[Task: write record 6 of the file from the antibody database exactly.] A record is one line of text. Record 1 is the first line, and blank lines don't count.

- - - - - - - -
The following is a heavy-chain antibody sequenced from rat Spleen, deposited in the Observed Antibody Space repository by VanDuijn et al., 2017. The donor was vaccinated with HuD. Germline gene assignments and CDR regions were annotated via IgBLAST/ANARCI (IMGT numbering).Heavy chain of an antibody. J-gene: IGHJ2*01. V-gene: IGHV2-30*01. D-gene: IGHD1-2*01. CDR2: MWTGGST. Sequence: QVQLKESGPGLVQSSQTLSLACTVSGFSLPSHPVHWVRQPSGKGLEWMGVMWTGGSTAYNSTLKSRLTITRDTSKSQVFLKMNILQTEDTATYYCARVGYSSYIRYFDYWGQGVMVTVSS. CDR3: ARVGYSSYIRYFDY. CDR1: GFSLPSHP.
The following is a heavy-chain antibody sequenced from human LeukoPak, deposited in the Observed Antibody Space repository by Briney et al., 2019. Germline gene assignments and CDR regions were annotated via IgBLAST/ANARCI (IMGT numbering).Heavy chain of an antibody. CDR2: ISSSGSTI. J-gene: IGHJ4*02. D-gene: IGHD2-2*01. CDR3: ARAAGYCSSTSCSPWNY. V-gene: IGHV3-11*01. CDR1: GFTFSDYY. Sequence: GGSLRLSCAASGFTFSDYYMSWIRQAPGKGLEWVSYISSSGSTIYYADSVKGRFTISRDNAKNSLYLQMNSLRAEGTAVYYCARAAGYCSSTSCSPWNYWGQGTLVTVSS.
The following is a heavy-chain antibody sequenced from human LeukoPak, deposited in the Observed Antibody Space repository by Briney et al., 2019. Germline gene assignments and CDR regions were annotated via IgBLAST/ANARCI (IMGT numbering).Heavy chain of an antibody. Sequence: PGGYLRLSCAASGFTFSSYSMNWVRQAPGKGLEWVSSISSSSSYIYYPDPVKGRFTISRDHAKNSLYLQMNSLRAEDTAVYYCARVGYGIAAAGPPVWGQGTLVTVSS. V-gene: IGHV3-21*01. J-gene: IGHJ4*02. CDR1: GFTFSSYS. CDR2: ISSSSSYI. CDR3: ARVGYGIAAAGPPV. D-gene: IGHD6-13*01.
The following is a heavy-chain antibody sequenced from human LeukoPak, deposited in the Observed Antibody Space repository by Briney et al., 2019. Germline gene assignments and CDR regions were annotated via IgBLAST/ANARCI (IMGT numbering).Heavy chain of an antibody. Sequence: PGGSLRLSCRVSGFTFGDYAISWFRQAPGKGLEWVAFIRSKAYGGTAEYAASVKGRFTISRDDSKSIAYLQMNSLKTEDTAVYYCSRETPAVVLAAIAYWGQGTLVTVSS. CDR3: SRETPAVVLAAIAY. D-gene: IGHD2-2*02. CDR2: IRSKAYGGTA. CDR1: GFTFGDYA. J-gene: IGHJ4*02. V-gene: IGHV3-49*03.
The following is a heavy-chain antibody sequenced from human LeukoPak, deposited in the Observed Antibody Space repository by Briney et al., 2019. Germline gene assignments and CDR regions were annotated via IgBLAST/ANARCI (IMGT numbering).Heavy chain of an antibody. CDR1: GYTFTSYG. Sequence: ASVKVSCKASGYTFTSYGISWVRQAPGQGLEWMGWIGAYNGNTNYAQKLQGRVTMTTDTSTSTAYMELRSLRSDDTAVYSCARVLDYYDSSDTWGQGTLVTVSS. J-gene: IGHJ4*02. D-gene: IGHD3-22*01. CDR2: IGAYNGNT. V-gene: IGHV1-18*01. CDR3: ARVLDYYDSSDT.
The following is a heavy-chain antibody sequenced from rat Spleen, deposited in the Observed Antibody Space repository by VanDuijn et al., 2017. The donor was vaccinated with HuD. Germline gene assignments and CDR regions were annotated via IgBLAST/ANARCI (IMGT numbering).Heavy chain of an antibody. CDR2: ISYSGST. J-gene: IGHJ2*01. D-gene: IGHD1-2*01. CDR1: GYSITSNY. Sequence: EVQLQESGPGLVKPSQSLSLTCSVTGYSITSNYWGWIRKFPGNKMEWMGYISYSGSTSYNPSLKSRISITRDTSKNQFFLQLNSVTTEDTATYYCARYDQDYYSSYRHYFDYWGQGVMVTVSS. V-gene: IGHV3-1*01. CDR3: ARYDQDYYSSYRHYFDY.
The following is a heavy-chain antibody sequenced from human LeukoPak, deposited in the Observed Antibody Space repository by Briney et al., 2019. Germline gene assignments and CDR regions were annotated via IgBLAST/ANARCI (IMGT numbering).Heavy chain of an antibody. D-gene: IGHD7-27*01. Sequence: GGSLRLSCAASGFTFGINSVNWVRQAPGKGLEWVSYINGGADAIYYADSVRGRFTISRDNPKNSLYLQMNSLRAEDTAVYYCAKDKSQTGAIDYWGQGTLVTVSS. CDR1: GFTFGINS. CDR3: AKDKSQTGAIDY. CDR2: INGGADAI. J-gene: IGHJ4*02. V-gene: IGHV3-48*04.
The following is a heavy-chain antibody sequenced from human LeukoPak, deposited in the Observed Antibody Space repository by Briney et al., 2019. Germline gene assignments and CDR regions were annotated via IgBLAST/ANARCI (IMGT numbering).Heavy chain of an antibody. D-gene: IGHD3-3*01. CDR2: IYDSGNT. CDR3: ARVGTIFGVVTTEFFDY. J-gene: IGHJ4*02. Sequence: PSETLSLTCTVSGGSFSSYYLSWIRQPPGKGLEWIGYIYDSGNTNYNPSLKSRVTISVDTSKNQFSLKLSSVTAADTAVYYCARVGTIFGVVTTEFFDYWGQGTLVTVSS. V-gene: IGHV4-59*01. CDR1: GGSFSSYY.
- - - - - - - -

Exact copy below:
The following is a heavy-chain antibody sequenced from rat Spleen, deposited in the Observed Antibody Space repository by VanDuijn et al., 2017. The donor was vaccinated with HuD. Germline gene assignments and CDR regions were annotated via IgBLAST/ANARCI (IMGT numbering).Heavy chain of an antibody. CDR2: ISYSGST. J-gene: IGHJ2*01. D-gene: IGHD1-2*01. CDR1: GYSITSNY. Sequence: EVQLQESGPGLVKPSQSLSLTCSVTGYSITSNYWGWIRKFPGNKMEWMGYISYSGSTSYNPSLKSRISITRDTSKNQFFLQLNSVTTEDTATYYCARYDQDYYSSYRHYFDYWGQGVMVTVSS. V-gene: IGHV3-1*01. CDR3: ARYDQDYYSSYRHYFDY.